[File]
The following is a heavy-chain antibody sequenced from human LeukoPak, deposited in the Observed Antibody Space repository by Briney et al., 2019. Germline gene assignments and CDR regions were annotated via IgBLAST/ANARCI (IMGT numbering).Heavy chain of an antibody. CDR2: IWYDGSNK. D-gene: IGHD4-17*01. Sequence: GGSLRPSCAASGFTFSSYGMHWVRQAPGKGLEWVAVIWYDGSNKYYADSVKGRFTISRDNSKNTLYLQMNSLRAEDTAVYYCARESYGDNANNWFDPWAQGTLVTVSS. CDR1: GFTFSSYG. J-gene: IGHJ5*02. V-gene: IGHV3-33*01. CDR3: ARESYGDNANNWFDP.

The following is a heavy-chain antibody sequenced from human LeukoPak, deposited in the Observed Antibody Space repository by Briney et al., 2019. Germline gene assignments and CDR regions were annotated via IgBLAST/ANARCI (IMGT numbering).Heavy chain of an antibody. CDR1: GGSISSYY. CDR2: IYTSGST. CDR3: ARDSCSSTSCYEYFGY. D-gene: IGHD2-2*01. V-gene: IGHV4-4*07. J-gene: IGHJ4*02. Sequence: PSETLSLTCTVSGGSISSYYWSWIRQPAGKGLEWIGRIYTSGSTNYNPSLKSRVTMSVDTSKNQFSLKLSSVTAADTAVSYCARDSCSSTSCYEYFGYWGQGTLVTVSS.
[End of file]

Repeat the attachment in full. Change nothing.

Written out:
The following is a heavy-chain antibody sequenced from human LeukoPak, deposited in the Observed Antibody Space repository by Briney et al., 2019. Germline gene assignments and CDR regions were annotated via IgBLAST/ANARCI (IMGT numbering).Heavy chain of an antibody. CDR2: IWYDGSNK. D-gene: IGHD4-17*01. Sequence: GGSLRPSCAASGFTFSSYGMHWVRQAPGKGLEWVAVIWYDGSNKYYADSVKGRFTISRDNSKNTLYLQMNSLRAEDTAVYYCARESYGDNANNWFDPWAQGTLVTVSS. CDR1: GFTFSSYG. J-gene: IGHJ5*02. V-gene: IGHV3-33*01. CDR3: ARESYGDNANNWFDP.

The following is a heavy-chain antibody sequenced from human LeukoPak, deposited in the Observed Antibody Space repository by Briney et al., 2019. Germline gene assignments and CDR regions were annotated via IgBLAST/ANARCI (IMGT numbering).Heavy chain of an antibody. CDR1: GGSISSYY. CDR2: IYTSGST. CDR3: ARDSCSSTSCYEYFGY. D-gene: IGHD2-2*01. V-gene: IGHV4-4*07. J-gene: IGHJ4*02. Sequence: PSETLSLTCTVSGGSISSYYWSWIRQPAGKGLEWIGRIYTSGSTNYNPSLKSRVTMSVDTSKNQFSLKLSSVTAADTAVSYCARDSCSSTSCYEYFGYWGQGTLVTVSS.